Here's the example that makes me think about this topic:
"In England, at this day, if elections were open to all classes of people, the property of landed proprietors would be insecure. An agrarian law would soon take place. If
these observations be just, our government ought to secure the permanent interests of the country against innovation. Landholders ought to have a share in the government, to support these invaluable interests and to balance and check the
other. They ought to be so constituted as to protect the minority of the opulent against the majority. The Senate, therefore, ought to be this body."
"An obvious and permanent division of every people is into owners of the Soil, and the other inhabitants. In a certain sense, the Country may be said to belong to the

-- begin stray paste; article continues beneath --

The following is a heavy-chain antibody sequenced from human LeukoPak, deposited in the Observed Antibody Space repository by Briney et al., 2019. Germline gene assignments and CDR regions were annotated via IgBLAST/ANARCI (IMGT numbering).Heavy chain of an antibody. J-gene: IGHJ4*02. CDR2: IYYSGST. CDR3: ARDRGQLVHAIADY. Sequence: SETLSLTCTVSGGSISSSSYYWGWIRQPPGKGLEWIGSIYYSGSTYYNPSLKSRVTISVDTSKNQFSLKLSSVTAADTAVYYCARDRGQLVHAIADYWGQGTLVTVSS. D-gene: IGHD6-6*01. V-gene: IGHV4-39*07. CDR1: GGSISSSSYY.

former. . . . Whatever may be the rights of others derived from their birth in the
Country, from their interest in the high ways & other parcels left open for common
use as well, as in the national Edifices and monuments; from their share in the public defence, and from their concurrent support of the Govt., it would seem unreasonable to extend the right so far as to give them when become the majority, a power of Legislation over the landed property without the consent of the proprietors."
"That proportion being without property, or the hope of acquiring it, cannot be expected to sympathize sufficiently with its rights, to be safe depositories of power over them."